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Leg Lamp And BB Gun Star In Christmas Story
Christmas pix

Sierra Repertory Theatre presents a stage adaptation of the nostalgic holiday film, “A Christmas Story,” from Friday, Nov. 11 through Sunday, Dec. 18 at the East Sonora Theatre on Mono Way.

The 1983 movie has become a bona fide Christmas perennial with its affectionate, wacky and realistic portrayal of an American family’s typical Christmas joys and travails. The drama follows 9-year-old Ralphie Parker in his quest to get a genuine Red Ryder Carbine Action 200-shot Range Model Air Rifle under the tree for Christmas. Ralphie pleads his case before his mother, father, his teacher and even Santa Claus himself. The consistent response: “You’ll shoot your eye out!”

“It’s always fun and challenging to translate iconic holiday movies to the stage,” SRT Artistic Director Scott Viets said. “We’ve done it before with White Christmas, It’s A Wonderful Life and now, A Christmas Story. These shows are very well-written and evoke a warm nostalgia for holidays past – and they are challenging in that you are working with movies that are so beloved. There are certain expectations of how it should feel and look when presented on stage. The nature of it being live will make it fresh and unique while hopefully capturing the essence of what continues to make these stories so enduring decade after decade.”

In the stage adaptation the adult Ralph serves as the play’s leading character and narrator, the storyteller on stage who reminiscences about his childhood. All the elements from the cherished motion picture are here, including young Ralphie Parker’s shocking discovery that his Little Orphan Annie decoder pin is really a device to promote Ovaltine; the family’s temperamental exploding furnace; the Bumpus hounds; the school bully Scut Farkas; the boys’ experiment with a wet tongue on a cold lamppost; a major award in the shape of a leg; Ralphie’s fantasy scenarios; and most crucially, Ralphie’s unstoppable campaign to get Santa – or anyone else – to give him a Red Ryder air rifle.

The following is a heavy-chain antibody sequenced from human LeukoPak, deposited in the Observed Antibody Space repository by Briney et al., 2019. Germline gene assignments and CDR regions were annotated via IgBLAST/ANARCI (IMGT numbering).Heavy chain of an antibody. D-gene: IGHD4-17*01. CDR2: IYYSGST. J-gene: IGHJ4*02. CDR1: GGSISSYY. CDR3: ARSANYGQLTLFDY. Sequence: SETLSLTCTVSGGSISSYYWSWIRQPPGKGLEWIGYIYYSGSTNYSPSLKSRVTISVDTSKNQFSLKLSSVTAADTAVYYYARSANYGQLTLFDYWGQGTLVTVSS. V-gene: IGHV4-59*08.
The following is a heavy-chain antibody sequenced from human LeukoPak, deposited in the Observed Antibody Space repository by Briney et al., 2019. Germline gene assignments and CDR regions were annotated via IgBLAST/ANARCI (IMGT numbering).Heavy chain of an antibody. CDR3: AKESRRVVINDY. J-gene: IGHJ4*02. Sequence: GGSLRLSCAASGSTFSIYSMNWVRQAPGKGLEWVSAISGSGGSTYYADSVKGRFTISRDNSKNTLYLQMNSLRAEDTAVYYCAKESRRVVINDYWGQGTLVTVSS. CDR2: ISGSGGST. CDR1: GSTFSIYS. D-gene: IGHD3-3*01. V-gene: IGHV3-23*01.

Viets said the show is interesting because it’s one of the few instances whereby the children outnumber the adults in cast size.

“The kids in this show are so important because it’s basically what the play is about: life as seen through the eyes of ten-year-olds,” Viets said.

Twelve-year-old Joey Fitzgerald (Mary Poppins, Macbeth, A Columbia Christmas Carol) plays the role of young Ralphie Parker and Carter Peterson (The Music Man) plays the school bully. Other children rounding out the youth cast include Noah Diamond, Cole Harvey, Autumn Jachetta, Ruby James, Kallie Stofle and Jacob Tangenberg.

The adult cast is headed by SRT newcomer Kevin McKillip as Ralph/The Narrator. McKillip makes his home in Chicago, has appeared at theaters across the country and has been nominated three times for the Joseph Jefferson Award for Best Supporting Actor. Kevin Crowley also appears for the first time at SRT in the role of The Old Man. Crowley is an actor and director with Second City and has also appeared at theaters nationwide. His television credits include CSI and Murphy Brown and films include Major League and The Fugitive. Other adults in the cast include Cathy Schenkelberg (Honky Tonk Angels, Les Miz) returning to SRT to play Ralphie’s mother, and SRT newcomer Dionna Eshleman as Ralphie’s teacher, Miss Shields.

The set is designed by Dana Moran Williams (The Drowsy Chaperone, Anna in the Tropics, Forever Plaid), with costumes by Diana Newington (A Columbia Christmas Carol, Hank Williams: Lost Highway). SRT resident artists complete the production team: lighting design by Michael Sali, properties design by Matt Sweetland, and stage management by Emily Gatesman.


A Christmas Story opens Friday, Nov. 11 and runs through Sunday, Dec. 18 with performances Wednesdays, Saturdays and Sundays at 2 p.m., Fridays and Saturdays at 7 p.m. and Thursdays at either 2 p.m. or 7 p.m. A special question and answer “talk back” will follow the Thursday, Dec. 1 performance. Tickets cost from $32 to $37, with senior, student and child discounts available. The show is rated G for audiences six and up (children under the age of six are not allowed in the theatre). For tickets and information, visit or call the Box Office at 209-532-3120.